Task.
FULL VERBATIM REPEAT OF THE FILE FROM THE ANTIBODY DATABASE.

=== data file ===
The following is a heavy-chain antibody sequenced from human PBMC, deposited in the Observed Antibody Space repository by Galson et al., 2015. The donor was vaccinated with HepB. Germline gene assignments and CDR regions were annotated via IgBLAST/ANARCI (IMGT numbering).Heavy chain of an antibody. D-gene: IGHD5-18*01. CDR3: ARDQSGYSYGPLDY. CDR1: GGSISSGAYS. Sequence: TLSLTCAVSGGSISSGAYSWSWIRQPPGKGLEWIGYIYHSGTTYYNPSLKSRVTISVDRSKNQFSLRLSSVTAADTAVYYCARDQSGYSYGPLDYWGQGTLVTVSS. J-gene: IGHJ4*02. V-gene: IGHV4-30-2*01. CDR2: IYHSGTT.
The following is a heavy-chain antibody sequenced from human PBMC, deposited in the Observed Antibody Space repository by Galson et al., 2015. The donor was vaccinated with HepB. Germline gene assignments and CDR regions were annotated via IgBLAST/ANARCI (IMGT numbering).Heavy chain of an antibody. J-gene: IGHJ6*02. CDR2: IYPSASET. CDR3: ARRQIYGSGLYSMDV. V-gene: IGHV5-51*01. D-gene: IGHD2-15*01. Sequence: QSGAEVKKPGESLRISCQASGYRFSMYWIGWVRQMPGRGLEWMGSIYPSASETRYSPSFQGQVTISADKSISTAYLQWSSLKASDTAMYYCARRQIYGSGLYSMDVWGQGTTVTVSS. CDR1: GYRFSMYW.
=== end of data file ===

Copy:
The following is a heavy-chain antibody sequenced from human PBMC, deposited in the Observed Antibody Space repository by Galson et al., 2015. The donor was vaccinated with HepB. Germline gene assignments and CDR regions were annotated via IgBLAST/ANARCI (IMGT numbering).Heavy chain of an antibody. D-gene: IGHD5-18*01. CDR3: ARDQSGYSYGPLDY. CDR1: GGSISSGAYS. Sequence: TLSLTCAVSGGSISSGAYSWSWIRQPPGKGLEWIGYIYHSGTTYYNPSLKSRVTISVDRSKNQFSLRLSSVTAADTAVYYCARDQSGYSYGPLDYWGQGTLVTVSS. J-gene: IGHJ4*02. V-gene: IGHV4-30-2*01. CDR2: IYHSGTT.
The following is a heavy-chain antibody sequenced from human PBMC, deposited in the Observed Antibody Space repository by Galson et al., 2015. The donor was vaccinated with HepB. Germline gene assignments and CDR regions were annotated via IgBLAST/ANARCI (IMGT numbering).Heavy chain of an antibody. J-gene: IGHJ6*02. CDR2: IYPSASET. CDR3: ARRQIYGSGLYSMDV. V-gene: IGHV5-51*01. D-gene: IGHD2-15*01. Sequence: QSGAEVKKPGESLRISCQASGYRFSMYWIGWVRQMPGRGLEWMGSIYPSASETRYSPSFQGQVTISADKSISTAYLQWSSLKASDTAMYYCARRQIYGSGLYSMDVWGQGTTVTVSS. CDR1: GYRFSMYW.